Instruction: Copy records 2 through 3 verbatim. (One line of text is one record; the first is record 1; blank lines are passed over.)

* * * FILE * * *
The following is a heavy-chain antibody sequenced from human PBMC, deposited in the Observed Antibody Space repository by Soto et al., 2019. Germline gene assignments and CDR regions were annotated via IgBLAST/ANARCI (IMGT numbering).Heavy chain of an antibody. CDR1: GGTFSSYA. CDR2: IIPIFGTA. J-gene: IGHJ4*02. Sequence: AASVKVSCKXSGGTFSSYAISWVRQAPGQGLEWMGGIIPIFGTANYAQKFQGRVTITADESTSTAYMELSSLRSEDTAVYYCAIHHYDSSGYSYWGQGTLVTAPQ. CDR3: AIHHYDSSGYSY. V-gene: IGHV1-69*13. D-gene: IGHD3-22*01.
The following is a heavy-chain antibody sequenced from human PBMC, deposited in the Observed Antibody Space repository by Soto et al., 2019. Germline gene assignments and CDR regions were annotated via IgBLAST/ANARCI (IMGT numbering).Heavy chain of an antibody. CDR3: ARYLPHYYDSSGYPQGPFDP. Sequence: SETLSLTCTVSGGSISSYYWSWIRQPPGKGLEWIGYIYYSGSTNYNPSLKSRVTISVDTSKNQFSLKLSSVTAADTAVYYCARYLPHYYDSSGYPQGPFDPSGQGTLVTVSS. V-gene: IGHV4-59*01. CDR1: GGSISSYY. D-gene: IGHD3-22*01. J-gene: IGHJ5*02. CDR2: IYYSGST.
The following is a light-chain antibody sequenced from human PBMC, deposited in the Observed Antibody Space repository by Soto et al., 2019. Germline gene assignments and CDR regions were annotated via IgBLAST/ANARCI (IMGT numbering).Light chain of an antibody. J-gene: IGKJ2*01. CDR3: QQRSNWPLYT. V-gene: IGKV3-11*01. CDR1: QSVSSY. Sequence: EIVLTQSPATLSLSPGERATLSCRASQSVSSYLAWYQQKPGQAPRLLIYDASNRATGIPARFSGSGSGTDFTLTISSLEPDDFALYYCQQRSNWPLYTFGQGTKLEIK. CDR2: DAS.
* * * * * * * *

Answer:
The following is a heavy-chain antibody sequenced from human PBMC, deposited in the Observed Antibody Space repository by Soto et al., 2019. Germline gene assignments and CDR regions were annotated via IgBLAST/ANARCI (IMGT numbering).Heavy chain of an antibody. CDR3: ARYLPHYYDSSGYPQGPFDP. Sequence: SETLSLTCTVSGGSISSYYWSWIRQPPGKGLEWIGYIYYSGSTNYNPSLKSRVTISVDTSKNQFSLKLSSVTAADTAVYYCARYLPHYYDSSGYPQGPFDPSGQGTLVTVSS. V-gene: IGHV4-59*01. CDR1: GGSISSYY. D-gene: IGHD3-22*01. J-gene: IGHJ5*02. CDR2: IYYSGST.
The following is a light-chain antibody sequenced from human PBMC, deposited in the Observed Antibody Space repository by Soto et al., 2019. Germline gene assignments and CDR regions were annotated via IgBLAST/ANARCI (IMGT numbering).Light chain of an antibody. J-gene: IGKJ2*01. CDR3: QQRSNWPLYT. V-gene: IGKV3-11*01. CDR1: QSVSSY. Sequence: EIVLTQSPATLSLSPGERATLSCRASQSVSSYLAWYQQKPGQAPRLLIYDASNRATGIPARFSGSGSGTDFTLTISSLEPDDFALYYCQQRSNWPLYTFGQGTKLEIK. CDR2: DAS.